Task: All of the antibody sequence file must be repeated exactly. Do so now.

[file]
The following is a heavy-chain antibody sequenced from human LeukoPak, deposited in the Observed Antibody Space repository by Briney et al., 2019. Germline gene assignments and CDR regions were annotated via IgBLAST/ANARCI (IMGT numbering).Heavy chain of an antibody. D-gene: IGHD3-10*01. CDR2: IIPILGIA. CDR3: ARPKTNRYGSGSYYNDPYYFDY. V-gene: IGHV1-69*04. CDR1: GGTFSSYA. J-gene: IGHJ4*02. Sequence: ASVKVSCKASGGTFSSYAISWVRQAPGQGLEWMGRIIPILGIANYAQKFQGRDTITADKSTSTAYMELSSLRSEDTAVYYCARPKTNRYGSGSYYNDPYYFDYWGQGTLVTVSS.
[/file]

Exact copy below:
The following is a heavy-chain antibody sequenced from human LeukoPak, deposited in the Observed Antibody Space repository by Briney et al., 2019. Germline gene assignments and CDR regions were annotated via IgBLAST/ANARCI (IMGT numbering).Heavy chain of an antibody. D-gene: IGHD3-10*01. CDR2: IIPILGIA. CDR3: ARPKTNRYGSGSYYNDPYYFDY. V-gene: IGHV1-69*04. CDR1: GGTFSSYA. J-gene: IGHJ4*02. Sequence: ASVKVSCKASGGTFSSYAISWVRQAPGQGLEWMGRIIPILGIANYAQKFQGRDTITADKSTSTAYMELSSLRSEDTAVYYCARPKTNRYGSGSYYNDPYYFDYWGQGTLVTVSS.